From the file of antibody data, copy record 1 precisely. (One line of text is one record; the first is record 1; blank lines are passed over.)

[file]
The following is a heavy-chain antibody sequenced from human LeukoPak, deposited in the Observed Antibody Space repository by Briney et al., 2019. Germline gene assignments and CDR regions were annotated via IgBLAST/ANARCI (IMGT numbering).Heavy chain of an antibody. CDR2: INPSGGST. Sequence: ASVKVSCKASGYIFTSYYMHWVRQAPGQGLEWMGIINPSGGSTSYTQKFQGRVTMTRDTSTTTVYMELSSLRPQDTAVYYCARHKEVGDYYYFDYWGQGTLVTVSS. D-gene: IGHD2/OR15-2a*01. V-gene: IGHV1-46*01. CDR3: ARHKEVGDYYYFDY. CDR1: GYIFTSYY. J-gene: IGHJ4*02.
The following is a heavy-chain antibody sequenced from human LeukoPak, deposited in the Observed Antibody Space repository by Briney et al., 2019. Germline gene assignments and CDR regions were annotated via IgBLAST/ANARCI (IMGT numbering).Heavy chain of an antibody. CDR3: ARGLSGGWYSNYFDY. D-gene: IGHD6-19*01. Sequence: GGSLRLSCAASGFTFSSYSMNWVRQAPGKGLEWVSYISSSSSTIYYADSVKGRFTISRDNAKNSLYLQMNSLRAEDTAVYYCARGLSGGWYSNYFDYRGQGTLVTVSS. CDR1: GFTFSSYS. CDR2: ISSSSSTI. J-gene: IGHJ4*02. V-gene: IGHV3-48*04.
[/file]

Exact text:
The following is a heavy-chain antibody sequenced from human LeukoPak, deposited in the Observed Antibody Space repository by Briney et al., 2019. Germline gene assignments and CDR regions were annotated via IgBLAST/ANARCI (IMGT numbering).Heavy chain of an antibody. CDR2: INPSGGST. Sequence: ASVKVSCKASGYIFTSYYMHWVRQAPGQGLEWMGIINPSGGSTSYTQKFQGRVTMTRDTSTTTVYMELSSLRPQDTAVYYCARHKEVGDYYYFDYWGQGTLVTVSS. D-gene: IGHD2/OR15-2a*01. V-gene: IGHV1-46*01. CDR3: ARHKEVGDYYYFDY. CDR1: GYIFTSYY. J-gene: IGHJ4*02.